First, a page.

The first Meeting of the Parties to FAO’s bold new international treaty aimed at cracking down on illicit fishing opened today in Oslo, as delegates began hammering out ways to make the agreement a success, with the attention on implementation.
The Agreement on Port State Measures to Prevent, Deter and Eliminate Illegal, Unreported and Unregulated Fishing (PSMA), which went into force in June 2016, now has 46 parties, counting all 28 members of the European Union as one.
The FAO-brokered treaty restricts port access to fishing vessels that fail to comply with a set of rules, including proof that they have proper operating licenses and transparent disclosure of the species and quantity of fish caught.
Parties to the PSMA currently account for more than two-thirds of the global fish trade and range from Albania, Cuba and Palau to large states including Indonesia, and the USA, while Japan and Montenegro will become full parties next month.
The week-long event in Norway is the first meeting of the parties to the PSMA and is expected to define the responsibilities of the concerned states as well as RFMOs and other international bodies.
FAO, which is already highly engaged in capacity building initiatives to support the treaty around the world, also acquires new duties in relation to PSMA’s implementation, including providing support for a future review meeting, eventual informal consultations and ad hoc technical working groups to discuss specific issues.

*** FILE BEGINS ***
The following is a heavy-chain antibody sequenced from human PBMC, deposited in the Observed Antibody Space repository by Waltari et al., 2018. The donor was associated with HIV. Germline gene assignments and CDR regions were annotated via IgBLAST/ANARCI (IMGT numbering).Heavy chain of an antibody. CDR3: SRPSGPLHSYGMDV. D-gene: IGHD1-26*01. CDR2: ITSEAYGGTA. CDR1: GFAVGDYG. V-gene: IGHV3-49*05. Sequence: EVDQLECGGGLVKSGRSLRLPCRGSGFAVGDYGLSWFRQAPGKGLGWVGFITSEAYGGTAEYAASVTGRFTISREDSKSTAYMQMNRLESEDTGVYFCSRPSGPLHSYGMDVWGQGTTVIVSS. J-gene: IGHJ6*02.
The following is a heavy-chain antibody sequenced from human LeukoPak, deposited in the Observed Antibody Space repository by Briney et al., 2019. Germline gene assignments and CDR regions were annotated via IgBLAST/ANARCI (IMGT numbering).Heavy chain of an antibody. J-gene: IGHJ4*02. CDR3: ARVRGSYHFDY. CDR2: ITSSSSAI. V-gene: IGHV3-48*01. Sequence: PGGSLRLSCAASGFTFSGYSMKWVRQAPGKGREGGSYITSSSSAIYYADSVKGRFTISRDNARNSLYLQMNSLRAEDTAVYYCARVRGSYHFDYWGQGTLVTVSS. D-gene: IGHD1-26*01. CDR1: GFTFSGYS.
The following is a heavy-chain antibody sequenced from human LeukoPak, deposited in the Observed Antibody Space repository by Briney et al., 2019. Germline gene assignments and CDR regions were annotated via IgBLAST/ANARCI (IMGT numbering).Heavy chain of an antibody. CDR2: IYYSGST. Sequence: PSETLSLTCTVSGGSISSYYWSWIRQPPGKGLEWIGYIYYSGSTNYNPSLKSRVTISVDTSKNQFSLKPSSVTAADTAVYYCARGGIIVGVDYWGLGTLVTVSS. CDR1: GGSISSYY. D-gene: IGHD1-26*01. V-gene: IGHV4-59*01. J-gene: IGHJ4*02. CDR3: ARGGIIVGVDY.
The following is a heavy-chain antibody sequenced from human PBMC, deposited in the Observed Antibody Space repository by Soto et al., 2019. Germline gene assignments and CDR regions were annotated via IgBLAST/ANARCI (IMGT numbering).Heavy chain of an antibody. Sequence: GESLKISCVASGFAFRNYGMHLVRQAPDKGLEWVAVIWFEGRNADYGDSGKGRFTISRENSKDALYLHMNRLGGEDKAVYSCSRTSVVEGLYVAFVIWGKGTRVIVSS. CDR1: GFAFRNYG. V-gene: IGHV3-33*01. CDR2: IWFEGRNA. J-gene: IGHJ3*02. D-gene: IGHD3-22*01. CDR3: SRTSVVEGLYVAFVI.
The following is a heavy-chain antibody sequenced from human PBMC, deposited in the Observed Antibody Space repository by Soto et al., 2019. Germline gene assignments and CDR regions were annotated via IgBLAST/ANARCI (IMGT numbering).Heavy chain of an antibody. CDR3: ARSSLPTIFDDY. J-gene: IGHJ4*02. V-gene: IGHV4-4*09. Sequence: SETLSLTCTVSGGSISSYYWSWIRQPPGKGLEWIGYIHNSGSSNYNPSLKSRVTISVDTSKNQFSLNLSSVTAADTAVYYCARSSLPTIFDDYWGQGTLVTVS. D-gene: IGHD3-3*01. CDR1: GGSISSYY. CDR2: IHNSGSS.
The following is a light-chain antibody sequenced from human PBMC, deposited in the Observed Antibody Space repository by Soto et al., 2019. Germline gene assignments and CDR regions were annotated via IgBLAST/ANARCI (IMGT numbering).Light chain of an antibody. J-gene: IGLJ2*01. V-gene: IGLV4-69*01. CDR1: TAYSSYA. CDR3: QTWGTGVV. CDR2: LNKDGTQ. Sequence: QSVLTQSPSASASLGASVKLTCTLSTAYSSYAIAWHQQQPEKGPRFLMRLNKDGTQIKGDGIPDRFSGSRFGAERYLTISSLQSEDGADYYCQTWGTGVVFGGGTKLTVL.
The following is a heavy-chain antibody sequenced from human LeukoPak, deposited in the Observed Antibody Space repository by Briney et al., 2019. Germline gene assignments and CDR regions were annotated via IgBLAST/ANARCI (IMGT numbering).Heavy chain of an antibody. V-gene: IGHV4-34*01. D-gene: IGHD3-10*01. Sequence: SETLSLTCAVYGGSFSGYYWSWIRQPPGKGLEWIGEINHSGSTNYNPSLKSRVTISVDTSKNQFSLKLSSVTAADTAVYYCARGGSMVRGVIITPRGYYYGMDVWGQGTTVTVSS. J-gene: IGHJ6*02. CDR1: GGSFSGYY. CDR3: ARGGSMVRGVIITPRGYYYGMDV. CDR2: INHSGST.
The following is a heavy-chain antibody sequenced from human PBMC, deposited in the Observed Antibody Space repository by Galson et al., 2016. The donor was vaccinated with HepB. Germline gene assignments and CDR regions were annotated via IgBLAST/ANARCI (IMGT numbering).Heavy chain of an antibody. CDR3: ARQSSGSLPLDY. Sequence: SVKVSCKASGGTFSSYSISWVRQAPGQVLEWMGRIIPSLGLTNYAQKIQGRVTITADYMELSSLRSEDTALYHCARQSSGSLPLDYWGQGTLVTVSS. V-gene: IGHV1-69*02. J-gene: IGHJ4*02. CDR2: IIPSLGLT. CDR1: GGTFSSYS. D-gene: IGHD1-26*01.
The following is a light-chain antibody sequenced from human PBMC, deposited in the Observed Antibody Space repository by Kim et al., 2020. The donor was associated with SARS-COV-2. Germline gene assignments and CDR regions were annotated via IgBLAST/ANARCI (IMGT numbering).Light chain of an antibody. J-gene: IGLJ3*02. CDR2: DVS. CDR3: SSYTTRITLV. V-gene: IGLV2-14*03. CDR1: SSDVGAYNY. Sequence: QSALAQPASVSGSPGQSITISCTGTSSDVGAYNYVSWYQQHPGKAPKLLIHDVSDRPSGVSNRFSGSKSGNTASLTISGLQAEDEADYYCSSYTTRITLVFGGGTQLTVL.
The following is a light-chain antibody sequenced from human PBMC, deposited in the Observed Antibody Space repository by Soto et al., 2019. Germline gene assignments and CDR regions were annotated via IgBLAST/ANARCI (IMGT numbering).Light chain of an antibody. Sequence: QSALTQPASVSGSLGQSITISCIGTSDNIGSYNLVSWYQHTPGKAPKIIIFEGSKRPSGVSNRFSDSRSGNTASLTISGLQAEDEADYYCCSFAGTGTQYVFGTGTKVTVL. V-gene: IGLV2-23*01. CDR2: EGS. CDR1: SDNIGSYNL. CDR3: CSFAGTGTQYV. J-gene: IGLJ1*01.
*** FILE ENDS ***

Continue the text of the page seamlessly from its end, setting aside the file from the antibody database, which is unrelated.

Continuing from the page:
Among the high-level attendees at the Oslo meeting – along with officials from the hosting Norwegian government – are Tommy E. Remengesau, President of the Republic of Palau and ministers from Dominica, Gabon, Gambia, Ghana, Grenada, Guinea, Guyana, Norway, São Tomé&Príncipe, Sudan and Tonga and FAO Director-General, José Graziano da Silva.
One of the matters to be discussed this week is how to assure the proper exchange and publication of information since port states must signal violations to a ship’s flag state as well as to regional authorities.
Technical requirements of developing states will also be addressed, while the first ad hoc working group will meet later this week to assess the resources needed to make sure all members, including Small Island Developing States located amid some of the world’s most attractive fishing areas, can carry out their tasks.
The PSMA is a powerful tool for achieving Sustainable Development Goal 14, which expressly calls for an end to IUU fishing by 2020.